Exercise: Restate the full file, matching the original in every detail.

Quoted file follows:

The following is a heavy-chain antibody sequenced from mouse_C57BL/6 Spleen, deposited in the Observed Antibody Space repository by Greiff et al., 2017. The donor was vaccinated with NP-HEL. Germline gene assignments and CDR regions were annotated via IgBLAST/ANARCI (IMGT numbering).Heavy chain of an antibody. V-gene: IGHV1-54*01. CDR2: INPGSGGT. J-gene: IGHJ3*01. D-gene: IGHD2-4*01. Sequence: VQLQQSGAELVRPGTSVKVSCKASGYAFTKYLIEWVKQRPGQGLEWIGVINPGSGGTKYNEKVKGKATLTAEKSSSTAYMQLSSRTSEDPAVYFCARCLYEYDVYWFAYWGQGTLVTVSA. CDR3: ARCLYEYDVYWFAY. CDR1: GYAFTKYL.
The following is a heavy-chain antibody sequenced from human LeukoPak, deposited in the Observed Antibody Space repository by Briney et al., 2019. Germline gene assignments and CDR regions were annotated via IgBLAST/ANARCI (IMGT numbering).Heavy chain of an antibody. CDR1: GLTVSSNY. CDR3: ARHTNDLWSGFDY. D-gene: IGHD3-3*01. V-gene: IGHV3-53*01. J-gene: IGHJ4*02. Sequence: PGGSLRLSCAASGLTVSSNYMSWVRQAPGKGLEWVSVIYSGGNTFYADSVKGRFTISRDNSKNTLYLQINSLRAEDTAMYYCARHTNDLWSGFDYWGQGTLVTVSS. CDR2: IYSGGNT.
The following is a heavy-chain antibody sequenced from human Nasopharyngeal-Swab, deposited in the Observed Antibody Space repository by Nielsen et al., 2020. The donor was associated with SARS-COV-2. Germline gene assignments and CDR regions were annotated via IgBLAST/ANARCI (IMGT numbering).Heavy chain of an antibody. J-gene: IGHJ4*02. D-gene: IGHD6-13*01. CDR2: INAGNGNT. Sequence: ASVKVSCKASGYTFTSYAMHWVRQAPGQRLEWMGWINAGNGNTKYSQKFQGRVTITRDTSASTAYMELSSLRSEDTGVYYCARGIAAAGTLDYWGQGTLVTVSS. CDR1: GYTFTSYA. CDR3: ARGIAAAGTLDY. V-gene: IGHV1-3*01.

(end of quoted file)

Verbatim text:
The following is a heavy-chain antibody sequenced from mouse_C57BL/6 Spleen, deposited in the Observed Antibody Space repository by Greiff et al., 2017. The donor was vaccinated with NP-HEL. Germline gene assignments and CDR regions were annotated via IgBLAST/ANARCI (IMGT numbering).Heavy chain of an antibody. V-gene: IGHV1-54*01. CDR2: INPGSGGT. J-gene: IGHJ3*01. D-gene: IGHD2-4*01. Sequence: VQLQQSGAELVRPGTSVKVSCKASGYAFTKYLIEWVKQRPGQGLEWIGVINPGSGGTKYNEKVKGKATLTAEKSSSTAYMQLSSRTSEDPAVYFCARCLYEYDVYWFAYWGQGTLVTVSA. CDR3: ARCLYEYDVYWFAY. CDR1: GYAFTKYL.
The following is a heavy-chain antibody sequenced from human LeukoPak, deposited in the Observed Antibody Space repository by Briney et al., 2019. Germline gene assignments and CDR regions were annotated via IgBLAST/ANARCI (IMGT numbering).Heavy chain of an antibody. CDR1: GLTVSSNY. CDR3: ARHTNDLWSGFDY. D-gene: IGHD3-3*01. V-gene: IGHV3-53*01. J-gene: IGHJ4*02. Sequence: PGGSLRLSCAASGLTVSSNYMSWVRQAPGKGLEWVSVIYSGGNTFYADSVKGRFTISRDNSKNTLYLQINSLRAEDTAMYYCARHTNDLWSGFDYWGQGTLVTVSS. CDR2: IYSGGNT.
The following is a heavy-chain antibody sequenced from human Nasopharyngeal-Swab, deposited in the Observed Antibody Space repository by Nielsen et al., 2020. The donor was associated with SARS-COV-2. Germline gene assignments and CDR regions were annotated via IgBLAST/ANARCI (IMGT numbering).Heavy chain of an antibody. J-gene: IGHJ4*02. D-gene: IGHD6-13*01. CDR2: INAGNGNT. Sequence: ASVKVSCKASGYTFTSYAMHWVRQAPGQRLEWMGWINAGNGNTKYSQKFQGRVTITRDTSASTAYMELSSLRSEDTGVYYCARGIAAAGTLDYWGQGTLVTVSS. CDR1: GYTFTSYA. CDR3: ARGIAAAGTLDY. V-gene: IGHV1-3*01.